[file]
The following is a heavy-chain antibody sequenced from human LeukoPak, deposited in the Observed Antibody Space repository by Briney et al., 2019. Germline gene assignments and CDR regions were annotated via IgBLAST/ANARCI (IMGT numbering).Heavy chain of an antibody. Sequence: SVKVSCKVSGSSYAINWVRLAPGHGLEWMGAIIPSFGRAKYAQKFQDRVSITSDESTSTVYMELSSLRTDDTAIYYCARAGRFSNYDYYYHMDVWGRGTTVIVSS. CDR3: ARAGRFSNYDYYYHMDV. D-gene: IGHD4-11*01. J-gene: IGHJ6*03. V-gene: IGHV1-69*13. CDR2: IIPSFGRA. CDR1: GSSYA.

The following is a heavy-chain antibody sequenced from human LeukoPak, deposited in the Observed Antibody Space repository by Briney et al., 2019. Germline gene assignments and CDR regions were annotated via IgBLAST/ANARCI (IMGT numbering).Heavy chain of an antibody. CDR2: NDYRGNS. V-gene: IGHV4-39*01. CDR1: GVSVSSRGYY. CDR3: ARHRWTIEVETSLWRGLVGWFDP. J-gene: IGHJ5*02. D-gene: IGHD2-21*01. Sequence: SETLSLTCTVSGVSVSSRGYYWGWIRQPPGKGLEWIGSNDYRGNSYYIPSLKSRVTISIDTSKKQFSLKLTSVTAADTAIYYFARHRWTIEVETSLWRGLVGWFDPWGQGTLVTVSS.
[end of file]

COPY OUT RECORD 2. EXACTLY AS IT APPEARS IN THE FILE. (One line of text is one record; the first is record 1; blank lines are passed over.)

The following is a heavy-chain antibody sequenced from human LeukoPak, deposited in the Observed Antibody Space repository by Briney et al., 2019. Germline gene assignments and CDR regions were annotated via IgBLAST/ANARCI (IMGT numbering).Heavy chain of an antibody. CDR2: NDYRGNS. V-gene: IGHV4-39*01. CDR1: GVSVSSRGYY. CDR3: ARHRWTIEVETSLWRGLVGWFDP. J-gene: IGHJ5*02. D-gene: IGHD2-21*01. Sequence: SETLSLTCTVSGVSVSSRGYYWGWIRQPPGKGLEWIGSNDYRGNSYYIPSLKSRVTISIDTSKKQFSLKLTSVTAADTAIYYFARHRWTIEVETSLWRGLVGWFDPWGQGTLVTVSS.